Both Weins and Goodson stressed that campus safety is an ongoing discussion that they consider critical to the learning process. Dr. Goodson said, “If you don’t feel safe, you can’t learn. We believe students are safer if the people that are on campus that have weapons are those that are on our team.”

The State Regents, through the Campus Safety and Security Task Force, have passed resolutions in 2014 and 2015 announcing its opposition to any changes in Oklahoma laws. The resolution states “there is no scenario where allowing guns on campuses will do anything other than create a more dangerous environment for students, faculty, staff, and visitors.” The resolution also points out that the International Association of Campus Law Enforcement Administrators asserts that there is no credible evidence to suggest that concealed weapons on campus will make campuses safer.

Caddell said, the state higher education system “has a clear and united position against allowing guns on campus. To be clear, we do not oppose the Second Amendment or gun ownership. We oppose any effort that would change the current law with regard to weapons on our campuses.”

Students For Concealed Carry Oklahoma Director Casey Wehrenberg thinks there will be changes, but stresses, “It’s really going to be baby steps. We’re trying to organize more chapters (of SFCC) but, we’re running in to political pressure being exerted against any faculty members who might offer to sponsor a chapter.” The organization is closely monitoring the rollout of the Texas law though, with Wehrenberg saying “If it works in Texas, why can’t it work here?”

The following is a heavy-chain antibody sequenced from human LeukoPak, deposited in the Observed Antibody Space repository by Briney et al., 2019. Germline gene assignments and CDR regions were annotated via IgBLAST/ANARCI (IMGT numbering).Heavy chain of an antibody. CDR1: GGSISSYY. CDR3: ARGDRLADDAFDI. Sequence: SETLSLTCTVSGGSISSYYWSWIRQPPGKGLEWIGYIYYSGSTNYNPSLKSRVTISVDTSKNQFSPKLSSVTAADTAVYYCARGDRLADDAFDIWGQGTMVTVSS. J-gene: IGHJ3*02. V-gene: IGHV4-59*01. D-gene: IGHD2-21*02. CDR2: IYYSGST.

But just how dangerous is a TCC campus?

The federally-mandated annual Clery Act reports indicate it is a fairly safe place.

From 2013-2015, there have been a total of ten simple or aggravated assaults on or around campus, with six of those occurring on public property.

In the same period, there were 28 threat or intimidation offenses reported (all on campus or campus property).

Public property includes streets, sidewalks and parking facilities that are within the campus or immediately adjacent to and accessible from the campus.

McKelvey said there was one non-student weapons violation in both 2015 and 2016. In the first, two people were shooting in an unused area on the Northeast Campus, near the fire training area. In the second, a non-student came on campus while armed, looking for a friend.